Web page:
Book Review : Big Bets, Big Rewards

Circa 1999.

A man, a dream.

And not much else ………

Sushil Mantri Big Bets, Big Rewards Book

These were the intriguing lines that nudged me to pick up the small book that unveiled the lessons learnt during the  interesting entrepreneurial journey of Sushil Mantri, the man who took Mantri developers from scratch to a billion dollar valuation in seven years flat!….. a truly remarkable achievement by any standards.

The book is sprinkled with a lot of nuggets of wisdom written in a very down to earth manner.

When asked about the “secret of his success”, he quotes Mark Twain, “To succeed in life – you need two things – ignorance and confidence”. The examples from his life are numerous: He entered his family textile business at age 16 without really knowing much about it. He then moved on to handle a loss-making family share brokerage business without knowing how the stock market functioned! He played a major role in revamping a listed forging company – again with zero prior experience in manufacturing. He then went on to build India’s largest shopping mall in 2010 without having ever undertaken such a huge construction before. If you read between the lines, the lesson is clear: We sometimes place too much of weight on prior experience. Ignorance is never a handicap as long as it is compensated with an intense sense of curiosity and personal confidence.

When asked about his management philosophy, Sushil Mantri talks about a rather unique acronym that sums up his philosophy, which is: PQRST – which stands for: Punctuality, Quality, Reliability, Speed and Transparency. Especially in an industry (construction) notorious on most of the above parameters, to live by almost a contrarian philosophy like this and succeed spectacularly, teaches an important lesson, which is: Regardless of which industry one operates in, we should always question the rules of the game.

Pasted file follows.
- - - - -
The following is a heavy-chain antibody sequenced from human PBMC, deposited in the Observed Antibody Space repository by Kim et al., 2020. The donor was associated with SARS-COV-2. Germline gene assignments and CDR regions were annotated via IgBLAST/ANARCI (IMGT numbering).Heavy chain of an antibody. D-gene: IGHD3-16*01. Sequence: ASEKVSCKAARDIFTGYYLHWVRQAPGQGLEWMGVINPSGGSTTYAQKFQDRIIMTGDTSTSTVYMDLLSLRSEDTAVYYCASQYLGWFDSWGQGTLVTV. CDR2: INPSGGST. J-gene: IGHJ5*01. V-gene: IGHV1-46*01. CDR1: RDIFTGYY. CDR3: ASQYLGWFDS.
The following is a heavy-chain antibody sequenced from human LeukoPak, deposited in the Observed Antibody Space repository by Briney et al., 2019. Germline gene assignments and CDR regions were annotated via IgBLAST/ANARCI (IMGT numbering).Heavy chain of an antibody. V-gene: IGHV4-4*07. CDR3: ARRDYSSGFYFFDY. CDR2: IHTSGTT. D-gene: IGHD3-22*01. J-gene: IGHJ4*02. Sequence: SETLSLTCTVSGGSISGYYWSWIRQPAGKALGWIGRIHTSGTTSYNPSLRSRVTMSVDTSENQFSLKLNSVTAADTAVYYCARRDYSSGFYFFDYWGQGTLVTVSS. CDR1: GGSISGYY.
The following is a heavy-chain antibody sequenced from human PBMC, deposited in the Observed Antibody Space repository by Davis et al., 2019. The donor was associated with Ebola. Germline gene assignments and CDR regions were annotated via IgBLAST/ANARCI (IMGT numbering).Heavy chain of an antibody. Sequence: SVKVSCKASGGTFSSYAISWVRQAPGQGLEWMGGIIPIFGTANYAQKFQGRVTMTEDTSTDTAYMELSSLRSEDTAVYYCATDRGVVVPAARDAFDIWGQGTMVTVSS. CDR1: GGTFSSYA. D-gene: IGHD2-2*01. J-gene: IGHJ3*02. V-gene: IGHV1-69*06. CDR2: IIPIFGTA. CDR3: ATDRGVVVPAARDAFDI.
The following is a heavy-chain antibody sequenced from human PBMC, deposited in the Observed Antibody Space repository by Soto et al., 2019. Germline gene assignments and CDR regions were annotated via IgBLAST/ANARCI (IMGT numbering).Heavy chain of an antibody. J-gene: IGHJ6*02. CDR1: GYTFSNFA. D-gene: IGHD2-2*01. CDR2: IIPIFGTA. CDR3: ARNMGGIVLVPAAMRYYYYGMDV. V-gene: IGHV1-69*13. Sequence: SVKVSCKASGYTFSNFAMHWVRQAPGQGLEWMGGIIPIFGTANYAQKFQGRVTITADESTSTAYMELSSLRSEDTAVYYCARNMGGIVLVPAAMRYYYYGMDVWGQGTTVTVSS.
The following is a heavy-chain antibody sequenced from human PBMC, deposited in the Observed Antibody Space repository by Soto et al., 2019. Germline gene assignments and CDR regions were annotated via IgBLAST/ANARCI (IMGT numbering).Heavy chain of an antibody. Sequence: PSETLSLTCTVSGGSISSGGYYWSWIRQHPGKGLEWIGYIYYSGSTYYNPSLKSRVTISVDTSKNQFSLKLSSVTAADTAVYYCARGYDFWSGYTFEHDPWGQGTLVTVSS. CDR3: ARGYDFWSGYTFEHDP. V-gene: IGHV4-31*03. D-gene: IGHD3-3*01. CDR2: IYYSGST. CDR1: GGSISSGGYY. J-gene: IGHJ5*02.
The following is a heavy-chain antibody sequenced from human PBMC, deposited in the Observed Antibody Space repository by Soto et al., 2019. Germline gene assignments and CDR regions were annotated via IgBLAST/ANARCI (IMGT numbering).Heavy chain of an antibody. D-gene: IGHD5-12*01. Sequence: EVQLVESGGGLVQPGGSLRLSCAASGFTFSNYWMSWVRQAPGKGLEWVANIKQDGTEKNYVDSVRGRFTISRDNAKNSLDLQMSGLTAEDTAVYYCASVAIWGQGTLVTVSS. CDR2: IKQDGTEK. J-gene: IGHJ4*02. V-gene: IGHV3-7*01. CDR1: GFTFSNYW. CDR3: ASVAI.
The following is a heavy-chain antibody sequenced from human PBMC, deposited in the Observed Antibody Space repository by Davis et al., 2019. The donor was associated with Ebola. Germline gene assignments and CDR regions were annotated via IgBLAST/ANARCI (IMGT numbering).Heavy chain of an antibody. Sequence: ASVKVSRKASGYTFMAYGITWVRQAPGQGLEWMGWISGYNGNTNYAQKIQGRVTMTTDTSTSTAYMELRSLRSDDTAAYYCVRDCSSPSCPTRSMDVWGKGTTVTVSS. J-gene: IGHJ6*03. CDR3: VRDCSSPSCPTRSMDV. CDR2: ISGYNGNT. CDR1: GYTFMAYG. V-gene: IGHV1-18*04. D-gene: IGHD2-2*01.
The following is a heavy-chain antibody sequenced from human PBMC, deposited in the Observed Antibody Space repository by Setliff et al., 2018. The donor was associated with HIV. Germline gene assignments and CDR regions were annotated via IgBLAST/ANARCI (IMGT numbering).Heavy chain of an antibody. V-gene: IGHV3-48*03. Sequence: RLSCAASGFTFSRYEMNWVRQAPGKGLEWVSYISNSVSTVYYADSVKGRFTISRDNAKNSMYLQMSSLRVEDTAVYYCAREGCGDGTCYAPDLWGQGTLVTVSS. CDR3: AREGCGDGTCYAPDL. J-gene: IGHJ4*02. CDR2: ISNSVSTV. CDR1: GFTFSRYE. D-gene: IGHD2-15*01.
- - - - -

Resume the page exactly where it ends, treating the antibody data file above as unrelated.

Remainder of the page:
There is a very interesting anecdote he relates about the challenges faced during the making of The Mantri Square – India’s largest shopping mall at that time. The celebrations for winning the 20 acre property (on which the mall was finally built) were rudely cut short when he was summoned to the Bangalore City Corporation office a few days later, to be told in typical bureaucratic straight-faced style that the proposed metro station and a metro line will run right through the property. I was a mighty shock – and as he says, it took him eight days to come out of that shock. But how he handled that situation is a master class on how to turn an unfavorable situation into an advantage. While the whole world expected him to turn to lawyers, he instead made a counter-intuitive proposal: He proposed a PPP (Public-Private-Partnership) model to the government, where he would give the land free and build the metro at his cost, but would also build a commercial and residential block, some of the revenue and rentals of which he would share with the government. This turned out to be a master stroke because it was more than the government expected, and so quickly accepted. Now that Mantri Square is making money under two years of its operations, the footfall and expected turnover at the mall is expected to go up by another 22% when the Metro station is expected to come up in July 2013. The lesson for us is best summed up in his own words: “In life what you get most of the time depends on how much you are willing to give and how much you can give up of what belongs to you”. It also has another important lesson: Every cloud comes with a silver lining!